Measure twice, Serve once! (As Ben might have said today)…
Over the next few blog posts, we will examine the Best practices around each Phase of Qualitative Research. Stay tuned for tips on maximizing your recruiting, perfecting your discussion guide, and back room participant/moderator collaboration!
While most of the “insights and action” happens in Phase IV, the pre-planning work in Phase I and recruitment work in Phase II are critical to your project’s success. Getting all key stakeholders to participate in these phases is critical! And, something we will be covering extensively in upcoming posts.
Thought we would upload our recent presentation from OMMA’s Social LA event this past Wednesday, October 24th (http://www.mediapost.com/ommasocial/speaker/9957/alan-edgett).
The presentation is entitled “Getting the most out of your Facebook” data, and includes tips and examples of how data helped to do better ad targeting, lower CPC’s, identify new ad properties/interests in user base, and identify brand VIP’s!
Getting the Most out of your Facebook Data
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We’ve spent a good amount of time plotting our various Facebook research participants within the contexts of their Social Graphs (Social Network Analysis) relative to what responses they provide for a variety of surveys and qualitative discussions. Some interesting insights can be derived (and new “Community types” labelled) when you look at people’s friends and various “likes” vs consumption patterns.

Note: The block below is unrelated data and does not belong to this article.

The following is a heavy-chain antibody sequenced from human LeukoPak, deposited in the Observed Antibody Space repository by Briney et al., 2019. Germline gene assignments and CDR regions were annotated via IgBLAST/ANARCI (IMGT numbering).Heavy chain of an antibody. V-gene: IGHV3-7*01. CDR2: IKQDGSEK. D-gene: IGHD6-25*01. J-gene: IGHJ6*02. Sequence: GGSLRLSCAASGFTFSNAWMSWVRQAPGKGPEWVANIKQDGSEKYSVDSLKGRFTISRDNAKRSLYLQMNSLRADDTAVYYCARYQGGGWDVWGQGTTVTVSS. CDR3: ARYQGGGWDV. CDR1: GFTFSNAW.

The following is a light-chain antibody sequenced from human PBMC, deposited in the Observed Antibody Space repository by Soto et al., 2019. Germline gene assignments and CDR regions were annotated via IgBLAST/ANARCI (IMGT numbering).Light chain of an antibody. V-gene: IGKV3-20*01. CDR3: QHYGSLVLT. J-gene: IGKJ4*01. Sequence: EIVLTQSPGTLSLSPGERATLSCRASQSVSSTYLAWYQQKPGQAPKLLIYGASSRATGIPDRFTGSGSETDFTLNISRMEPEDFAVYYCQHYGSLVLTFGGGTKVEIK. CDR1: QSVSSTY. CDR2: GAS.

Here we have mapped 22 communities on Fast Food preference, and identified some key node consumers. Much, much more work to be done to begin to peel apart various behavioral and demographic attributes that may also be contributing, but we like using these visual data tools to lead exploration–plus they are helpful in client presentations!
What tools are you using to visualize these types of Data Networks and Social Graphs? And, what kinds of additional attributes are you using to analyze market research patterns within Social communities?
Note: all data collection from our Facebook Market Research application PerceptionCheck (http://apps.facebook.com/getperception)
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- Taco Bell Thanks Fans for Using GetPerception’s PerceptionCheck application!
Utilizing “research” to not only get ideas but also to generate engaging, two-way conversation topics–Taco Bell posts a “thank you” picture to their fans for providing marketing feedback utilizing our PerceptionCheck social research application for Facebook. Check out the post, where they used the images from folks who had installed the application, to create a “mosaic” with their logo super-imposed. Cool. Thoughtful. And appreciated.
Way to go Taco Bell!